I only had a half-measure of public school adulation, but it almost did for me. By 18, my ego was soaring. I then crashed out on drugs, and spent my early 20s feeling deeply ashamed at having failed to live up to some impossibly-high expectation of glory.  I had recurring nightmares where I was flying and the fuel ran out, sending me hurtling to the ground.

What healed me from this ‘fallen Icarus’ psychodrama? As regular readers will know, I was initially healed from Post-Traumatic Stress by a skiing accident – when I was 24, I crashed through the barrier on the side of a mountain in Norway, fell 30 feet or so, broke my leg and two vertebrae, and knocked myself unconscious. Except I wasn’t unconscious –  I was immersed in a loving white light, and felt myself psychically healed and regenerated. I was then flown in a helicopter to a hospital in Lillehammer, where they put a metal pole in my leg, which is still there today.

In Jungian terms, this was a crisis of the Puer Aeternus – I felt broken, traumatized, and very ashamed at failing to live up to the golden expectations I believed society had of me. I felt like Icarus, or a fallen angel. My subconscious engineered it so that this subconscious situation played out in real life  – I flew off a mountain and crashed. Just to make it even more Jungian, it’s a mountain in the Peer Gynt valley. Peer Gynt is a Puer Aeternus figure from Norwegian mythology, always flying off into fantasies of escape (he tells a tall story about flying on a reindeer).

Peer Gynt flying off on his reindeer

I could have died in that accident, but instead it was healing and renewing. The boy becomes grounded, and lame – the metal pole in the leg, fixing him on Earth. I realized the world didn’t much care about me, and I managed to get over the feeling I was special, and had failed to live up to my specialness. I later became fascinated by Stoicism, and the idea of training my mind. I spent 15 years or so working on the revival of Stoicism in western culture, and became a sort of public philosopher. In Jungian terms, this was the switch of my personality from the puer archetype into its opposite, the senex archetype – being drawn to ancient wisdom, rationality, self-control, discipline, duty and so on. Stoicism is the ultimate senex philosophy.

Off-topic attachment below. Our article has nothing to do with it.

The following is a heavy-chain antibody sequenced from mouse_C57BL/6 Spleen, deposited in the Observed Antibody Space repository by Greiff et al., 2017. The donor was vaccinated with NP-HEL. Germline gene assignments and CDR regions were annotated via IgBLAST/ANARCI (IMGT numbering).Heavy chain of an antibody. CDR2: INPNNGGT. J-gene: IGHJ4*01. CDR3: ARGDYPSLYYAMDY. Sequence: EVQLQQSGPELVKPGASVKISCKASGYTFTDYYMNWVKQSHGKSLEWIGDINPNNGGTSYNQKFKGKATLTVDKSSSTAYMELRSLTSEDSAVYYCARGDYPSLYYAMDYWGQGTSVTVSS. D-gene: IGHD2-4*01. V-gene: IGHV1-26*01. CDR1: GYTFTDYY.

But by the time I was nearing 40, Stoicism was beginning to feel rather dry, boring, depressing, lonely, pompous and brittle. Stoicism can feel like it’s lacking in heart, love, connection, spontaneity, dance, and ecstasy. I remember that time I went to a public reading at the Spiritualist Association of Great Britain, and abruptly found myself in conversation with the spirit of my dead Irish grandmother. ‘Why are you so serious now?’ she said to me, through the psychic. ‘You used to be so funny. You should go to more festivals.’ ‘She’ was telling me to put down the archetype of the Senex and rediscover a bit of the Puer playfulness. 

I’ve spent the last five years or so searching for the ecstatic, and trying to find a way to harmonize these two archetypes. I feel I’ve made some progress in this.  I found the ayahuasca retreat in Peru particularly helpful, because on the one hand psychedelics appeals to the Puer Aeternus in me – the flight out of the ordinary ego, the opening of the imagination, the risk – while on the other hand the psychedelics were taken in a cultural context that was quite Senexian – we dieted and fasted in preparation for the retreat, then were guided by these quite elderly Indian shamans, and were told to continue our ascetic practice after the retreat.

It’s an interesting challenge for our culture – how to integrate the Puer aspects of New Age spirituality – play, spontaneity, improvisation, ecstasy, childishness and the yearning for the new – with more Senex aspects of spirituality – wisdom, tradition, routine, habituation, moderation.

The Divine Child and the Wise Old Man in the art of William Blake

Twin Peaks, the uncanny, and the re-enchanted West

26 years ago, when Twin Peaks first aired, I was a 13-year old boy, in my first year at an all-male boarding school. I was coming up on testosterone, discovering booze, porn and drugs, yearning for escapism. And I found it in Twin Peaks. I remember racing to the TV room after Sunday lunch, slamming in the VHS cassette with the previous night’s episode, lying on the floor (the seats were reserved for older boys) and slipping blissfully out of boarding school and into another world at the first note of Angelo Badalamenti’s theme tune.